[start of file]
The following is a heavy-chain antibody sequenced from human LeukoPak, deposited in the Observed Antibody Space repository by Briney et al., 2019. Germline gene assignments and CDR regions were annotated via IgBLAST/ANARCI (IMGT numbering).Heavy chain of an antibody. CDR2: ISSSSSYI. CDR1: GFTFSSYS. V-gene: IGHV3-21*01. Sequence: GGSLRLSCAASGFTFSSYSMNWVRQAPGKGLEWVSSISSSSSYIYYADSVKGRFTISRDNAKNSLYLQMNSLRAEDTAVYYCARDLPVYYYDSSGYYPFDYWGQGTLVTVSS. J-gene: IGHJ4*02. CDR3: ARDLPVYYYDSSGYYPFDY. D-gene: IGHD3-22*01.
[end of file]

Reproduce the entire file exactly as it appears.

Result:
The following is a heavy-chain antibody sequenced from human LeukoPak, deposited in the Observed Antibody Space repository by Briney et al., 2019. Germline gene assignments and CDR regions were annotated via IgBLAST/ANARCI (IMGT numbering).Heavy chain of an antibody. CDR2: ISSSSSYI. CDR1: GFTFSSYS. V-gene: IGHV3-21*01. Sequence: GGSLRLSCAASGFTFSSYSMNWVRQAPGKGLEWVSSISSSSSYIYYADSVKGRFTISRDNAKNSLYLQMNSLRAEDTAVYYCARDLPVYYYDSSGYYPFDYWGQGTLVTVSS. J-gene: IGHJ4*02. CDR3: ARDLPVYYYDSSGYYPFDY. D-gene: IGHD3-22*01.